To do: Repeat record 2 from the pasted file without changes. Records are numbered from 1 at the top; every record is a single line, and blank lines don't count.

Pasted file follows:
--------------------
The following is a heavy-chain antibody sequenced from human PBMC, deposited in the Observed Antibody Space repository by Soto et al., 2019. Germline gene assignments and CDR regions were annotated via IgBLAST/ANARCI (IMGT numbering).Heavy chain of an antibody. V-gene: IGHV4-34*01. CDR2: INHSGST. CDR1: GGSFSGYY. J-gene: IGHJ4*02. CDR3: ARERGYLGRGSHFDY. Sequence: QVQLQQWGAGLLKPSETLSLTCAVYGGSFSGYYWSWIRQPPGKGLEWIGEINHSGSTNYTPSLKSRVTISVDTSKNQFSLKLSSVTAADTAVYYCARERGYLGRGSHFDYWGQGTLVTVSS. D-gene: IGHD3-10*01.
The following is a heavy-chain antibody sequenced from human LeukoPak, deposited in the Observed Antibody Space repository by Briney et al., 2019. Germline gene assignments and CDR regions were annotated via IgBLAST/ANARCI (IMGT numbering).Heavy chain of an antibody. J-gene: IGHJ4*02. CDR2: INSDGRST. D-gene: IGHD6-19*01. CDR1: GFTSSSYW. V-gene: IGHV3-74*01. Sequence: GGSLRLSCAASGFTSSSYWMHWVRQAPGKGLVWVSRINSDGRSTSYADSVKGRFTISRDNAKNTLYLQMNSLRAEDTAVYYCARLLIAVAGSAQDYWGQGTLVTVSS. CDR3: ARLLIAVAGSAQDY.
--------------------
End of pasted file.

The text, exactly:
The following is a heavy-chain antibody sequenced from human LeukoPak, deposited in the Observed Antibody Space repository by Briney et al., 2019. Germline gene assignments and CDR regions were annotated via IgBLAST/ANARCI (IMGT numbering).Heavy chain of an antibody. J-gene: IGHJ4*02. CDR2: INSDGRST. D-gene: IGHD6-19*01. CDR1: GFTSSSYW. V-gene: IGHV3-74*01. Sequence: GGSLRLSCAASGFTSSSYWMHWVRQAPGKGLVWVSRINSDGRSTSYADSVKGRFTISRDNAKNTLYLQMNSLRAEDTAVYYCARLLIAVAGSAQDYWGQGTLVTVSS. CDR3: ARLLIAVAGSAQDY.